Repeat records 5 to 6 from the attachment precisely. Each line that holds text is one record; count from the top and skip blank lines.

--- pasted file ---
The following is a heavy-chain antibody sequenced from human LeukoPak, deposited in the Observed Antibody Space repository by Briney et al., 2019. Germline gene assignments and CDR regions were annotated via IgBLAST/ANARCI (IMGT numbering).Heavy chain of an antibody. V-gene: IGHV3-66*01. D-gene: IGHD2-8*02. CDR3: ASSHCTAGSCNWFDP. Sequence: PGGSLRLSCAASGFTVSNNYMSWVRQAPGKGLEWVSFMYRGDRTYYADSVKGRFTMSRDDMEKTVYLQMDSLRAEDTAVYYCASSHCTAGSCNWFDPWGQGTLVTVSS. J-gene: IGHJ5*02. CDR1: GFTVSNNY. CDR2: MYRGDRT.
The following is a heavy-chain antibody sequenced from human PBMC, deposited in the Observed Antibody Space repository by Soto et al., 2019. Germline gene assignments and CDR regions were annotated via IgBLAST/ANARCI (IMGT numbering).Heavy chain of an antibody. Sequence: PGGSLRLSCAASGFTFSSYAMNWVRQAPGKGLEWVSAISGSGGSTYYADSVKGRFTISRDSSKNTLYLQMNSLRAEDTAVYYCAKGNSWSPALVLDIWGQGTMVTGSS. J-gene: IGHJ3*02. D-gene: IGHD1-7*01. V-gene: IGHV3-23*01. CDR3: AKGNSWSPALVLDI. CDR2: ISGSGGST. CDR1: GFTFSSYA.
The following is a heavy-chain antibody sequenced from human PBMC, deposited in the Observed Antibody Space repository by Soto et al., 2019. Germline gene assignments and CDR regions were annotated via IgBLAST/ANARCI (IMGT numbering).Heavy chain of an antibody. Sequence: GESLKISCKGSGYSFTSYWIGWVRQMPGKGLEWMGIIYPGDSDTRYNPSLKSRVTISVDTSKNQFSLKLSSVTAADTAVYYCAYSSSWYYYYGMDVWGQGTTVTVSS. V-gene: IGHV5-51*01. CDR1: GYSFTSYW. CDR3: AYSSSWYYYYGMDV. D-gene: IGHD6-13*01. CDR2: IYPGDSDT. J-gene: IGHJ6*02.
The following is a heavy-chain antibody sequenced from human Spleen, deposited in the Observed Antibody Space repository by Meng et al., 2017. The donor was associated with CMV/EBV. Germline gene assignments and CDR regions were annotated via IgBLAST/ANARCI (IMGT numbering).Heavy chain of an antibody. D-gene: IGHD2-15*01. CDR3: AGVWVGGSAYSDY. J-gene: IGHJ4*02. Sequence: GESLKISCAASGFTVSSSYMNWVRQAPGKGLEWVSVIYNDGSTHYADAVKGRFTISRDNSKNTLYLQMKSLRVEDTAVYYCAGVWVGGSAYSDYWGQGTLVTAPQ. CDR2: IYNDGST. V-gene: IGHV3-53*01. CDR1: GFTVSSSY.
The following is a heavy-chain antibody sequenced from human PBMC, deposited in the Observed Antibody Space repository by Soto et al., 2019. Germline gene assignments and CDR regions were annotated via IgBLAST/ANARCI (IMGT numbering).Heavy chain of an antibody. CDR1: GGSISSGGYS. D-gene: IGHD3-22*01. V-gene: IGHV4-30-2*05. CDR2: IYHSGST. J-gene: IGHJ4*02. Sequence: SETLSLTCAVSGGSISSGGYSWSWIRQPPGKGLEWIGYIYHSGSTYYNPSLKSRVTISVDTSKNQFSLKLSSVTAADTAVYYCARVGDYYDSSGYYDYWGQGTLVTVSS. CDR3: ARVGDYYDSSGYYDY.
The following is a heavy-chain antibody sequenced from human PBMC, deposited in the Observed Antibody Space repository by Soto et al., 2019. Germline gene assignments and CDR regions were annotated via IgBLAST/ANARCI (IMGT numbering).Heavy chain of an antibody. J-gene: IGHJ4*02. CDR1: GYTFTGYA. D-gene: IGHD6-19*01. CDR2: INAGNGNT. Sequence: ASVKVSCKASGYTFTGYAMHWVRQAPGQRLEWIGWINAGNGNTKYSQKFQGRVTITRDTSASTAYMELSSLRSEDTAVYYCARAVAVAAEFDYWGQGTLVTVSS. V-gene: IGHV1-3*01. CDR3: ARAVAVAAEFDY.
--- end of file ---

The following is a heavy-chain antibody sequenced from human PBMC, deposited in the Observed Antibody Space repository by Soto et al., 2019. Germline gene assignments and CDR regions were annotated via IgBLAST/ANARCI (IMGT numbering).Heavy chain of an antibody. CDR1: GGSISSGGYS. D-gene: IGHD3-22*01. V-gene: IGHV4-30-2*05. CDR2: IYHSGST. J-gene: IGHJ4*02. Sequence: SETLSLTCAVSGGSISSGGYSWSWIRQPPGKGLEWIGYIYHSGSTYYNPSLKSRVTISVDTSKNQFSLKLSSVTAADTAVYYCARVGDYYDSSGYYDYWGQGTLVTVSS. CDR3: ARVGDYYDSSGYYDY.
The following is a heavy-chain antibody sequenced from human PBMC, deposited in the Observed Antibody Space repository by Soto et al., 2019. Germline gene assignments and CDR regions were annotated via IgBLAST/ANARCI (IMGT numbering).Heavy chain of an antibody. J-gene: IGHJ4*02. CDR1: GYTFTGYA. D-gene: IGHD6-19*01. CDR2: INAGNGNT. Sequence: ASVKVSCKASGYTFTGYAMHWVRQAPGQRLEWIGWINAGNGNTKYSQKFQGRVTITRDTSASTAYMELSSLRSEDTAVYYCARAVAVAAEFDYWGQGTLVTVSS. V-gene: IGHV1-3*01. CDR3: ARAVAVAAEFDY.